By Paul Nicholson
March 31 – The coronavirus lockdown has not stopped football-related betting fraud with the re-emergence last weekend of so-called ‘ghost’ games in Ukraine.
Ghost games are matches that never took place but are faked with data that is sold on to bookmakers who offer betting markets to their punters. Estimates put the volume of bets that were placed on these ‘games’ as potentially as high as £100,000. It is likely that bookmakers paid out winning bets to match-fixers before they realised the fraud.
The four matches offered last weekend by bookmakers worldwide were from a friendly tournament supposedly featuring four lower league Ukrainian clubs. The tournament PR seems to have first appeared on a Facebook page for FC Berdyansk on March 21 promoting a round-robin event called the ‘Azov Cup’.
The matches were offered to bookmakers as a data feed by Bet Genius who had presumably been informed of them by their local scouts – people who collect the live match data for the bookmakers’ fast feeds that are used make, open and close the betting markets.
Those scouts would have then supplied the match data, as though real and live, that bookmakers would have used to make their markets.
The fake matches that were completed and rolled into betting markets were, on March 25, FC Berdanysk vs FC Lozovatka and Tavria vs Melitopol Cherry. On March Berdanysk vs Tavria and Lozovatka vs Melitopol Cherry were also completed before the tournament was discovered to be fake.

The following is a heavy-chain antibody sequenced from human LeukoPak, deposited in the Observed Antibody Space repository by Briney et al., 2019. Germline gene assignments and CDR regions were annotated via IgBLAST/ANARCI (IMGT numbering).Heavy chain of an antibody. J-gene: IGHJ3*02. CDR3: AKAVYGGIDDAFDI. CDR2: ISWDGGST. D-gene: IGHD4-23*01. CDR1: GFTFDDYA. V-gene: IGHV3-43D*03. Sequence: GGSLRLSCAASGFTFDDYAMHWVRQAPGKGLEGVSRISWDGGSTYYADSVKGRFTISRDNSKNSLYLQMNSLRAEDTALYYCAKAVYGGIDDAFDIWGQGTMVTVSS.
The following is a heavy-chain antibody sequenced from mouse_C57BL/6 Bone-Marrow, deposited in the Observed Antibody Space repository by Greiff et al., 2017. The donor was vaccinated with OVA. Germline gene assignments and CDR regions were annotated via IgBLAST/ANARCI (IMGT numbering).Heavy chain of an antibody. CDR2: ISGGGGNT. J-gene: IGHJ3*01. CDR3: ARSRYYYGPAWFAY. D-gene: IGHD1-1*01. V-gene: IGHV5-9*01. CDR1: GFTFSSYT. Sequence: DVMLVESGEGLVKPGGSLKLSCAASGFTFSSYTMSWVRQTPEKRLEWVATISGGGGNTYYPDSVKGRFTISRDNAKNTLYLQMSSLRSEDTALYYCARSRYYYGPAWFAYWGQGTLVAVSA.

BetFred, BWin and 188bet, along with a number of other online bookmakers, all offered markets to their punters.
The schedule was for the fake tournament to hold another round of matches on March 27 and a final and third placed play-off on March 28, but having been discovered as a fraud the scam was halted and on March 29 the Facebook site was deleted.
In a statement March 27 the Ukraine FA said the matches had not taken place and had been created by match-fixers to defraud the betting markets.
“In the last days, the Ukrainian Association of Football established a series of ghost matches, involving Ukrainian amateur teams (Lozovatka, Melitopolska Chereshnia, Berdiansk, Tavriia-Skif Rozdol), that were also fixed for betting purposes,” said the statement.
“We informed the clubs and regional associations of this situation and all confirmed that due to the state quarantine the teams do not participate in any sports activities and did not play the aforementioned matches.
“In this view, we kindly inform you that any matches that will appear on bookmakers within the next month are ghost and created by illegal activities of the scouts who are also involved in match-fixing process. We kindly ask you to refrain from offering any matches of Ukrainian football teams during the upcoming month which may be considered as participation in organization of match-fixing.”
Bet Genius, that supplied the bookmakers with the fake data via its scouts, issued an apology to its bookmaker customers. There is some dispute over whether some form of match actually did take place as Bet Genius say they did collect data from a game. While the clubs all deny a game taking place if data was collected, who was actually playing in the match is something of an unknown, except to the match-fixers.
The identities of the match-fixers is understood to be almost certainly Belorussian and Turkish.
The big issue for the betting and football business – which currently no-one seems to want to address – is where the responsibility for investigating and prosecuting the crime lies. Law enforcers reportedly have no appetite to investigate, bookmakers look prepared to take the hit, while football authorities appear to be taking that position that because no game physically took place it isn’t their problem.
For criminal gangs, match-fixing remains an almost perfect and investigation-free crime to commit.
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